by Gini Sage
Tulips are one of the most beloved of the spring bulbs, available in a myriad of colours, forms and sizes.
The classification of tulips is according to time of bloom, parentage and flower form. For early season bloom, try Single Early (12-16”) or Double Early (12”) cultivars. In the midseason range are Triumph (16-20”) and Darwin Hybrids (24”). Among the late season are Single Late (long stemmed and large flowered), Bouquet (3-6 branches, each with its own flower), Lily-flowered (22” with pointed arching tips on the blooms), Fringed (24”, with fringed petals), Viridiflora (24” with green-edged petals), Rembrandt (streaky colours), Parrot (large, twisted blooms) and Double Late (or peony flowered).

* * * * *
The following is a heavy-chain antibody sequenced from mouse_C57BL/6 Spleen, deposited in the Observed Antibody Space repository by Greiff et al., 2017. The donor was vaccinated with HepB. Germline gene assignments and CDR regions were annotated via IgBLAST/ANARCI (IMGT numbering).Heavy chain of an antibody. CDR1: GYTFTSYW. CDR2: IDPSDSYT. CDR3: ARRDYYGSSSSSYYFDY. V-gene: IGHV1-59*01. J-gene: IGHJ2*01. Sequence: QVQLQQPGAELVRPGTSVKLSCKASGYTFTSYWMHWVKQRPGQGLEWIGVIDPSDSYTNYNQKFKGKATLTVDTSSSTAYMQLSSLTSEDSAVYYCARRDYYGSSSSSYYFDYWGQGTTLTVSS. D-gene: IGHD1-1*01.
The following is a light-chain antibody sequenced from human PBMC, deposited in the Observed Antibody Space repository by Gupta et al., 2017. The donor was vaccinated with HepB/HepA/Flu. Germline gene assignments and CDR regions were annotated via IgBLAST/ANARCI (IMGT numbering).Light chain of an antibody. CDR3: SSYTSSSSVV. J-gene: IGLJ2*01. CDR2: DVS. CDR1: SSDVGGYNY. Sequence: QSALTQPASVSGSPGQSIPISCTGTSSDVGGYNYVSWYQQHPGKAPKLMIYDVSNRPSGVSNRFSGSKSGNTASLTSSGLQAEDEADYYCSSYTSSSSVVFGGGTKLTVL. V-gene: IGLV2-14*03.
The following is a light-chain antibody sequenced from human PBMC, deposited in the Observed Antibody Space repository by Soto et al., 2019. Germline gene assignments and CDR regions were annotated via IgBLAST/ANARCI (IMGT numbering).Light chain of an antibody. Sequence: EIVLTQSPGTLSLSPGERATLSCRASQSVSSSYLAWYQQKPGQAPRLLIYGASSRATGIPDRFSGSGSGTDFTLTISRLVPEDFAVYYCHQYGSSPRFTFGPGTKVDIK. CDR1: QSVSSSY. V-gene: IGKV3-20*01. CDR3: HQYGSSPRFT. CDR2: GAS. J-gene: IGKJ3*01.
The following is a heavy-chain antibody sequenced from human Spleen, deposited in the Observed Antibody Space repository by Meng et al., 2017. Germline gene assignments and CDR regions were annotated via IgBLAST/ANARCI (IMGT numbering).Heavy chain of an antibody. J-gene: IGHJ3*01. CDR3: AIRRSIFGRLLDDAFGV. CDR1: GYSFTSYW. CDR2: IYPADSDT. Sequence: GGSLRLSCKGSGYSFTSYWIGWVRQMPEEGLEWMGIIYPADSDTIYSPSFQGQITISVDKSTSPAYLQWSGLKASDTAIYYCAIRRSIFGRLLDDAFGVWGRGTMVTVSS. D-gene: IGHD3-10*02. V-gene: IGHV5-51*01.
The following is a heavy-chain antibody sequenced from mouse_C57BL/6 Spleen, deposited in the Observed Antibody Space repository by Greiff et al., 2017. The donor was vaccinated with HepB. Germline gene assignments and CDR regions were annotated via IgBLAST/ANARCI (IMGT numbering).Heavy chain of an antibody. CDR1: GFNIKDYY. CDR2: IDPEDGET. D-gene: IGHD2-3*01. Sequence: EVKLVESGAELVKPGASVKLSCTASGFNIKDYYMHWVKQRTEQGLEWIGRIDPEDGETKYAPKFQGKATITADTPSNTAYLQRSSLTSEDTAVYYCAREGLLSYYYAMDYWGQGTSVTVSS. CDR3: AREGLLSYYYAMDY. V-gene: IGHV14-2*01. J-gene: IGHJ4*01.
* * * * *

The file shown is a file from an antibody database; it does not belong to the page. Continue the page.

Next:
Most of the tulips on the market today should be planted in moist, well-drained soil, 8” deep and in full sun. The newer hybrids should be lifted and replaced after three years, as the bloom quality and quantity will decline in subsequent years. Species or Botanical tulips and their hybrids, which are closer to the original wild tulip, are smaller in stature (6”), and although not as showy as their hybridized cousins, are suitable for naturalizing. They require a fast-draining, light-textured soil that is not too fertile, in full sun, and will continue to thrive and spread in years to come.
Article originally published in the Uxbridge Horticultural Society Newsletter, April 2007